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Looking back to look ahead: my lucky 7 for 2021

Whew—we made it to the end of another year! And no year ends without successes to celebrate and lessons to learn. Reflecting back, one thing we’re taking away from 2021 for sure is public health is unpredictable. Although it’s unpredictable, we have still made strides to resume our work and personal life with a “new normal”.  I took time to think about our progress over the past year and how those strides have shaped public health practice and us as individuals. As I reflected, I jotted down my lucky seven lessons from 2021.

  1. Be able to pivot at the drop of a dime. It’s really important to continue learning and expanding on flexibility and agility. From in-person to virtual to hybrid transitions, our day-to-day will not look the same as it did pre-COVID. Being a learning organization was the only way to remain steadfast and prepared as our routines continued to evolve around us.
  2. Look for small wins and celebrate them. There’s no argument that the COVID-19 pandemic unveiled some gaps in public health preparedness and response. But it also shone a light on the massive underinvestment in public health, and it raised a relevance of public health to the public at large. Now we’re seeing a desire to learn how the system works and investing funding, time and resources to support public health infrastructure. In fact, the Office of the National Coordinator for Health Information Technology (ONC) is investing $73 million to strengthen both the existing and new public health workforce, and CDC is investing in data modernization to improve the public health information infrastructure.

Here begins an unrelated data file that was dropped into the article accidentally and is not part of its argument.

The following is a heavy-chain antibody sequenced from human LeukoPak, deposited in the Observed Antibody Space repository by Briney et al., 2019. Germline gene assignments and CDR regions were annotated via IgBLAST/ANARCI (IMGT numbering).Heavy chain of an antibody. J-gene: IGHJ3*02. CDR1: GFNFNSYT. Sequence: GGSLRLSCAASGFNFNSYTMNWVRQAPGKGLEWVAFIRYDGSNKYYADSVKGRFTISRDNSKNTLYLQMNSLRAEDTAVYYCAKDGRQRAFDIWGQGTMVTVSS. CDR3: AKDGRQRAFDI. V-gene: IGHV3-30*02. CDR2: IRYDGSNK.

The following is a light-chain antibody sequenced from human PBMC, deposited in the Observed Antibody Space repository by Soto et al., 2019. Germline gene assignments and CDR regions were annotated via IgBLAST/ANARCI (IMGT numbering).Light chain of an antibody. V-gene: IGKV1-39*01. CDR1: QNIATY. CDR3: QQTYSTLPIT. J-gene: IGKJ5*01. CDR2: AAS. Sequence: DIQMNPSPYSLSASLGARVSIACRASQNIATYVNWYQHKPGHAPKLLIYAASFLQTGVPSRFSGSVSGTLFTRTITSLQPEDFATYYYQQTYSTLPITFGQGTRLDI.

3. Public health progress takes time. Yes, we have vaccines in place now, but that doesn’t mean research is done. We’re moving from COVID as a pandemic disease to an endemic disease, so this is a virus we have to learn how to live with for some time to come. Scientists need more time to develop new vaccines and therapeutics and to conduct research to help them better understand the virus. Patience and flexibility will help us build tools in our arsenal to combat COVID and other viruses in the long run.
  4. Data are at the heart of the public health infrastructure. Disease will always be here—COVID is just one of the many health threats our generation will face. This is why at PHII we stress the importance of a strong surveillance system with timely and relevant data so that we can quickly detect the spread of disease and intervene early to improve health outcomes.
  5. There is life beyond COVID. The only way to move forward is to remain optimistic. I’m optimistic in the human spirit to live and will to survive and overcome health threats. There are many bright researchers who are driven by that same will, and that’s what keeps me hopeful. It’s that will that gives us a desire and an opportunity to be innovative in our approaches.
  6. Every cloud has a silver lining. COVID has been heavy across the globe, but it allowed me to truly slow down and appreciate the little things in life. My priorities are much clearer and more aligned, and those are the things I aim to frame my day-to-day around, professionally and personally.
  7. PHII remains committed to the work. To make large-scale change, it’s imperative to begin with building capacity within local and state health departments and ministries of health. Starting there will allow us to rest more safely in our communities around the world. From our contact tracing work with Apple and Google to our hand in helping to create roadmaps for data modernization initiatives, PHII has stepped in to support the practice in more ways than one.

 

There you have it: my lucky seven lessons that help me leave 2021 inspired and ready to face what 2022 has in store head-on. I hope you, too, are leaving feeling inspired and hopeful for where public health is leading us. Until then, celebrate your wins, practice flexibility and never take the little things for granted. 

The only way to move forward is to remain optimistic. I’m optimistic in the human spirit to live and will to survive and overcome health threats.